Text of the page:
Stress urinary incontinence (involuntary leakage of urine on effort, or exertion, or on sneezing or coughing or laughing) is the commonest form of incontinence in women and reduces their quality of life. One in three women over the age of 18 years will be affected by stress urinary incontinence. Over the years surgery has become less invasive but there are many different types of operations. Minimally invasive synthetic suburethral sling operations are effective and relatively safe with cure rates of about 80% in the short term. They are also suitable for women who have had unsuccessful previous incontinence surgery. There is some evidence to suggest that operations using certain types of tape materials (type 1 meshes) are more effective with fewer complications (such as infections and tape erosions into the vagina or urethra) than other types. There are two ways of carrying out these operations, either behind the pubic bone or through the groin. Those passing behind the pubic bone are more effective and longer follow-up results are available, but they result in more problems with passing urine after operation and more cases of bladder injury. A major limitation is that long term follow-up data for the effectiveness of many of these procedures are lacking.
The current evidence base suggests that minimally invasive synthetic suburethral sling operations are as effective as traditional suburethral slings, open retropubic colposuspension and laparoscopic colposuspension in the short term but with less postoperative complications. Objective cure rates are higher with retropubic tapes than with obturator tapes but retropubic tapes attract more complications. Most of the trials had short term follow up and the quality of the evidence was variable.
Stress urinary incontinence (SUI) is a common condition affecting up to 30% of women. Minimally invasive synthetic suburethral sling operations are among the latest forms of procedures introduced to treat SUI.
To assess the effects of minimally invasive synthetic suburethral sling operations for treatment of SUI, urodynamic stress incontinence (USI) or mixed urinary incontinence (MUI) in women.
We searched the Cochrane Incontinence Group Specialised Register (searched 20 March 2008), MEDLINE (January 1950 to April 2008), EMBASE (January 1988 to April 2008), CINAHL (January 1982 to April 2008), AMED (January 1985 to April 2008), the UK National Research Register, ClinicalTrials.gov, and reference lists of relevant articles.
Randomised or quasi-randomised controlled trials amongst women with SUI, USI or symptoms of stress or mixed urinary incontinence, in which at least one trial arm involved a minimally invasive synthetic suburethral sling operations.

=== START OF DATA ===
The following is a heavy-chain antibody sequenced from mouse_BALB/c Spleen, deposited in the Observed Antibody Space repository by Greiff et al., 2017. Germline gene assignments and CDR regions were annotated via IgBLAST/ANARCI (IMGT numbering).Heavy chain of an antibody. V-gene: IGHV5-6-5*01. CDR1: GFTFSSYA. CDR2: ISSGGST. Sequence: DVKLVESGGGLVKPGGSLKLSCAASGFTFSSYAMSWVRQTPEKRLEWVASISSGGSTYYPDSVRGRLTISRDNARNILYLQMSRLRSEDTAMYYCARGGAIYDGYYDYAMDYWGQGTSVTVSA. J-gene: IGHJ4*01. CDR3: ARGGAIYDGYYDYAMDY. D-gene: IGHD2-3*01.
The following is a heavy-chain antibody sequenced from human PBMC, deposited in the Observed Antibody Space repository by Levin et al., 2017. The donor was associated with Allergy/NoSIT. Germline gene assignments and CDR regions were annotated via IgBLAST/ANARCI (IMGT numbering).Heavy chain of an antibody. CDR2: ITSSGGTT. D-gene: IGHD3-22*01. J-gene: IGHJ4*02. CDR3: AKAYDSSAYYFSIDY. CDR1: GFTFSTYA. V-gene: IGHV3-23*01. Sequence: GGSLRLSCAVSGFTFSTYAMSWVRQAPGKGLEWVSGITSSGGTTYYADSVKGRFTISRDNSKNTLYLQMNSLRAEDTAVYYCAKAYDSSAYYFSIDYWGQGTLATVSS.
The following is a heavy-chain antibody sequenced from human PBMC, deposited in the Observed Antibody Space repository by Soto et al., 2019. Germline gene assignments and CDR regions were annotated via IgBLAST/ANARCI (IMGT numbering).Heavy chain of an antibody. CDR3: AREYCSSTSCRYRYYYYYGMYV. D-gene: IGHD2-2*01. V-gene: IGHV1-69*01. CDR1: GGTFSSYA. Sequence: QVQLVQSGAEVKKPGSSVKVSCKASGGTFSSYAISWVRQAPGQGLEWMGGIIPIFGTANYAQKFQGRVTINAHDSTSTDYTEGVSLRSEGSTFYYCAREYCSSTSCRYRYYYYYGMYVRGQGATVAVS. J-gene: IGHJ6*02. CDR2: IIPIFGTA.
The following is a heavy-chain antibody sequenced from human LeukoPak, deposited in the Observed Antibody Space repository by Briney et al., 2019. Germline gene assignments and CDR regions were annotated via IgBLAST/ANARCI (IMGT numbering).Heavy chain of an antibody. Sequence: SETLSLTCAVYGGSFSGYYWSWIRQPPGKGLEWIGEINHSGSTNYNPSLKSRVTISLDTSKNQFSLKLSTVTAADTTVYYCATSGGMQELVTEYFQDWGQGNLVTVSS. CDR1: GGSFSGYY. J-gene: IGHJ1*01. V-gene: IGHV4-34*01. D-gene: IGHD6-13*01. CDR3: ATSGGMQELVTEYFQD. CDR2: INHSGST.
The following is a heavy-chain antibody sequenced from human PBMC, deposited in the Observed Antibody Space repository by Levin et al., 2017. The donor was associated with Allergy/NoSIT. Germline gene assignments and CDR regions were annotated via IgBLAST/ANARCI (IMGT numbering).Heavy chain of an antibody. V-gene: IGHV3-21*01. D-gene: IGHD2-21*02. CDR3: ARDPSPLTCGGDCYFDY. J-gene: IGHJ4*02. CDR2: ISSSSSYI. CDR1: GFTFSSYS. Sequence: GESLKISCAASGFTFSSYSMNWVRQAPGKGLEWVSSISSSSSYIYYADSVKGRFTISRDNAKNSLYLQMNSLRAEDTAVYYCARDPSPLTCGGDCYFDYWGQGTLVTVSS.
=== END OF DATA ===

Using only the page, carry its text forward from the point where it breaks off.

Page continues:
Two review authors assessed the methodological quality of potentially eligible studies and independently extracted data from the included trials.
Sixty two trials involving 7101 women were included. The quality of evidence was moderate for most trials. Minimally invasive synthetic suburethral sling operations appeared to be as effective as traditional suburethral slings ( trials, n = 599, Risk Ratio (RR) 1.03, 95% Confidence Interval (CI) 0.94 to 1.13) but with shorter operating time and less post-operative voiding dysfunction and de novo urgency symptoms.
Minimally invasive synthetic suburethral sling operations appeared to be as effective as open retropubic colposuspension (subjective cure rate at 12 months RR 0.96, 95% CI 0.90 to 1.03; at 5 years RR 0.91, 95% CI 0.74 to 1.12) with fewer perioperative complications, less postoperative voiding dysfunction, shorter operative time and hospital stay but significantly more bladder perforations (6% versus 1%, RR 4.24, 95% CI 1.71 to 10.52).
There was conflicting evidence about the effectiveness of minimally invasive synthetic suburethral sling operations compared to laparoscopic colposuspension in the short term (objective cure, RR 1.15, 95% CI 1.06 to 1.24; subjective cure RR 1.11, 95% CI 0.99 to 1.24). Minimally invasive synthetic suburethral sling operations had significantly less de novo urgency and urgency incontinence, shorter operating time, hospital stay and time to return to daily activities.
A retropubic bottom-to-top route was more effective than top-to-bottom route (RR 1.10, 95% CI 1.01 to 1.20; RR 1.06, 95% CI 1.01 to 1.11) and incurred significantly less voiding dysfunction, bladder perforations and tape erosions.
Monofilament tapes had significantly higher objective cure rates (RR 1.15, 95% CI 1.02 to 1.30) compared to multifilament tapes and fewer tape erosions (1.3% versus 6% RR 0.25, 95% CI 0.06 to 1.00).
The obturator route was less favourable than the retropubic route in objective cure (84% versus 88%; RR 0.96, 95% CI 0.93 to 0.99; 17 trials, n = 2434), although there was no difference in subjective cure rates. However, there was less voiding dysfunction, blood loss, bladder perforation (0.3% versus 5.5%, RR 0.14, 95% CI 0.07 to 0.26) and shorter operating time with the obturator route.